A simple way to avoid locking up all of your money is to build a CD ladder with some money in CDs that mature in 6 months, in 1 year, in 2 years, etc.

Then you will always have money maturing if you need to get it out early.

Long Term Investments (5+ years into the future)

Your long-term investments are any money that you will need at a future point, typically in five to 10 years near in the future. This would include stocks, mutual funds, exchange traded funds and real estate.

3. Pick your level of risk

Basically you need to decide what kind of investor you are: conservative (low risk), moderate or aggressive(can stand to take a lose/high risk).

Next with a company retirement plan, select a model portfolio based on the level of risk that you are comfortable taking.

While an aggressive type portfolio will naturally fluctuate over time and has more “volatility,” this is nothing to get scared about because you are saving this money for the long term and over a 10+ year investing horizon you are going to make more money investing in stocks than in bonds.

4. Pick what goes into your long-term retirement investment accounts

Both the 401k and IRA are used to hold investments and are typically used to save for retirement – they are not investments themselves. This means you need to pick investment to go into them. Match your choices to the level of risk you are comfortable with and generally, if you are younger you can take more risk and then reduce that as you get closer to retirement.

5. Invest as much money as you can in tax-advantaged accounts

Taxes are one of the biggest drains on your investment returns so you want to minimize your taxes as much as possible.

Your number one goal should be to invest as much money as you can into tax advantaged accounts where your money can grow tax-free over a long period of time.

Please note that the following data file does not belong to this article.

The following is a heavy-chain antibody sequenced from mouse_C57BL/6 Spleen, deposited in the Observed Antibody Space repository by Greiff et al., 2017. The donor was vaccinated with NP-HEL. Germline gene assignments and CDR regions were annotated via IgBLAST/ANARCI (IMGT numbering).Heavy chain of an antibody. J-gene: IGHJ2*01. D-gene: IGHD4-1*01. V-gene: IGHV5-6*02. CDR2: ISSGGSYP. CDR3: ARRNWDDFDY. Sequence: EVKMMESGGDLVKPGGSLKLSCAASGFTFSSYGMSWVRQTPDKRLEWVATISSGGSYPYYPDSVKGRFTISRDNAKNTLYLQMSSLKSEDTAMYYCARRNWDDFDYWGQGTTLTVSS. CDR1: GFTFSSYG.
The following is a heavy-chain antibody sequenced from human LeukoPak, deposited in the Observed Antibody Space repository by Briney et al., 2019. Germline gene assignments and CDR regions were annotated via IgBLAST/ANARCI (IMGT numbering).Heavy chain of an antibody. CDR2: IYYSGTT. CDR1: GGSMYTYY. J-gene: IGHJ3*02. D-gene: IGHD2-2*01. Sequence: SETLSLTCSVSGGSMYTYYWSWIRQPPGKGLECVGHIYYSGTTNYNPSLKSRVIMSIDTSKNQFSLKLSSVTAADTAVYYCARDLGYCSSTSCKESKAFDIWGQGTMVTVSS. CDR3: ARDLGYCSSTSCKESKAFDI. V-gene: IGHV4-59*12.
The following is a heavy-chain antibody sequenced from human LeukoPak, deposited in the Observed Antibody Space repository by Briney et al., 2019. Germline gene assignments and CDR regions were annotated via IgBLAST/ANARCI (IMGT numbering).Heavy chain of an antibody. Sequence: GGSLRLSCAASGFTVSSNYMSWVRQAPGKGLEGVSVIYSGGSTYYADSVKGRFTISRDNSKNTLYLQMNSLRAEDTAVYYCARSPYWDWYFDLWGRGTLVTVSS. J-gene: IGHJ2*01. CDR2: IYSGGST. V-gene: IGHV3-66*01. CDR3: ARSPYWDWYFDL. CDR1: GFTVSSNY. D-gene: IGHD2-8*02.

If you work at a company that offers a 401K plan invest as much as you can in the plan up to the maximum or at least invest as much as you can to get an employer match (which is an employer contribution that matches your own contribution up to a certain percentage of your income). This is free money and an incredible benefit if you have it.

6. Invest early, often, and as much as you can

Time is the most essential element of investing because it takes time for money to grow and the more time you have the more opportunity your money has to grow due to compounding interest. Albert Einstein even called compounding interest “the most powerful force in the universe.”

imagine you invest $10.00 and it grows 10% over one year so you now have $11.00 and the next year it grows 10% so then you have $12.10. This a simple view of compound interest and the more money you have invested the more this works for you.

You keep making more and more money on your growing interest and when you add to that pool of money it further compounds over time and you are able to make money on your money. It is this pretty simple idea that makes investing so powerful over time.

So how do you get compounding interest to start working for you?

Investing at least 10 to 15% of your money in the stock market is the surest path to building wealth.

If you follow the guidelines presented above you will be well on your way to building wealth and one day making work optional.

Now you can learn more about investing by getting Five Paths to Wealth, by Floyd Saunders

Five simple strategies almost anyone can follow to get started investing. Each of the steps included easy ways to get started even when you only have a small amount of money to begin with. You can start down just one of the paths or follow more than one to build your financial security.

Proven approaches to investing that have worked well for anyone who wants to start building wealth.

Book cover design by Ashley Dameron


Really Simple Investing make the information i this available for informational and educational purposes only. Really Simple Investing does not warrant the accuracy or completeness of the materials provided, either expressly or impliedly, and expressly disclaims any warranties for a particular purpose.

Decisions based on information contained on this site are the sole responsibility of the reader.